^United Nations northern front,
*he Reds recaptured the rubbled
town of Yongdok on the East
Coast. They surged almost a
.mile southward past the town
i #hich is the northern anchor of
the Allied line and was defended
by Southern Korean troops.
In the southern offensive, U. S.
patrols were only seven miels east
of Chinju, Red sprinboard for a
drive on Pusan, vital U. N. supply
55 air miles to the east.
Dokies To Meet
North Wilkesboro Dokies club
will meet Friday, seven p. m., at
the Parkway Cafe. An interesting
meeting is anticipated and all
members are asked to attend.
Picnic, Aug. 16
By CARL, E. VAXDEMAN
Brushy Mountain Fruit Growers
■will have their annual picnic and
summer meeting at the Perry
Lowe's orchard on Wednesday,
August 16. The morning program
will start at 9:30 a. m. with an
orchard meeting for the men and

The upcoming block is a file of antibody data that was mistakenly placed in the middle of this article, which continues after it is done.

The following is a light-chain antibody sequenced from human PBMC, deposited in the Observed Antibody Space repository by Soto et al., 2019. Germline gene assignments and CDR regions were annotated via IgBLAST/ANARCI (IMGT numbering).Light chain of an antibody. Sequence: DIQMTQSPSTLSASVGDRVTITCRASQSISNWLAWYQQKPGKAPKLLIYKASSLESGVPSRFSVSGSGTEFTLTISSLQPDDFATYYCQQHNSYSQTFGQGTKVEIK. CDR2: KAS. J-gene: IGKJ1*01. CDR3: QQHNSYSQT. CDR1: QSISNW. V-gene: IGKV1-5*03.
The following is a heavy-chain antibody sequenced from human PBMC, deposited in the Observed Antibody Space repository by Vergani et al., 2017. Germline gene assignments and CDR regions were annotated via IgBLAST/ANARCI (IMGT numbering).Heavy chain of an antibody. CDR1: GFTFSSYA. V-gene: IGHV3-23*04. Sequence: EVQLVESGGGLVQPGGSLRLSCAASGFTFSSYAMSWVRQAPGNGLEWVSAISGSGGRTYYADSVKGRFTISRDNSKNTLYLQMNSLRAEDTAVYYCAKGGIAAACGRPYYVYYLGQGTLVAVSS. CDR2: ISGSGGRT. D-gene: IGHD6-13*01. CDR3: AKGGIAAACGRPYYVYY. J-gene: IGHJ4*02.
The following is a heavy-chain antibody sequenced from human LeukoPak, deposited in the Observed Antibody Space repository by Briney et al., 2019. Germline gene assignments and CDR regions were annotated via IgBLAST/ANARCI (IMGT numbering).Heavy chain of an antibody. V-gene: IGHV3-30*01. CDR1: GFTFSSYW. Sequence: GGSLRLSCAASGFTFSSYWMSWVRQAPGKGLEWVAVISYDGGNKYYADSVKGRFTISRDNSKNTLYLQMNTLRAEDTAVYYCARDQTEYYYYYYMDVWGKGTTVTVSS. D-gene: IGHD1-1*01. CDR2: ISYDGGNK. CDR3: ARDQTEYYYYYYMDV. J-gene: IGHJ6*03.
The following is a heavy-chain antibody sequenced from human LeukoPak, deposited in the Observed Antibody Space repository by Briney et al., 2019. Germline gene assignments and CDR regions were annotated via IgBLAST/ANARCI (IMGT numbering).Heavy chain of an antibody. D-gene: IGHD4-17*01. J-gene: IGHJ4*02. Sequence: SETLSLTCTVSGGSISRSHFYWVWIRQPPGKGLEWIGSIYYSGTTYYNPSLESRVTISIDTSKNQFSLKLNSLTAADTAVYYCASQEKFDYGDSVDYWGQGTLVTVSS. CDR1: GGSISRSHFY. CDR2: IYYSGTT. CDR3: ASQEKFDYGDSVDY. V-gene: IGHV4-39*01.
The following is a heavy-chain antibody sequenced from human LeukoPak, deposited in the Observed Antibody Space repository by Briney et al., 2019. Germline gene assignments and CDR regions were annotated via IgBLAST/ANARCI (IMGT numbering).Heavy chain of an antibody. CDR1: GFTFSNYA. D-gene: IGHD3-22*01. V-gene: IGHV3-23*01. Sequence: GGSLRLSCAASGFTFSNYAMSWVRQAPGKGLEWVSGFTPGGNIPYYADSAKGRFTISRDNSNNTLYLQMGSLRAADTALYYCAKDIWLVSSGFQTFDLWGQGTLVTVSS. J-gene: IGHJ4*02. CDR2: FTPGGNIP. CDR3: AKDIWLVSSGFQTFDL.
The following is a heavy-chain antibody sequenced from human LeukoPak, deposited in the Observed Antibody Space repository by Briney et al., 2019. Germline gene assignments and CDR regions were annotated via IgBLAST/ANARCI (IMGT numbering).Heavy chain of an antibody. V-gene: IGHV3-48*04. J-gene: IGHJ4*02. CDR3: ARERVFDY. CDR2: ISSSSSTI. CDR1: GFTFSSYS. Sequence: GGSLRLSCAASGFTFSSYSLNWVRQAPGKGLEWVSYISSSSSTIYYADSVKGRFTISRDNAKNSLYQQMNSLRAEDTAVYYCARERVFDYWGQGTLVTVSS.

separate meeting for the women.
Mr. George Turnipseed, entomologist
at the Apple Research
Laboratory, has been carrying on
some interesting experimental
work, using new spray matreials.
This experiment is in cooperation
■with Dr. C. N. Clayton and Dr.
Clyde Smith both of N. C. State
College and all three of these men
will be on hand to discuss the results
of these new spray materials
• We are looking for every fruit
grower in Alexander and Wilkes
as well as several nearby counties
to» bring their families and attend
this grand picnic and orchard
meeting. The theme of the afternoon
program will be marketing
apples. This subject will lw
fully discussed both from the
producer's and the consumers
point of view. Every apple growei
needs to be fully informed in ordei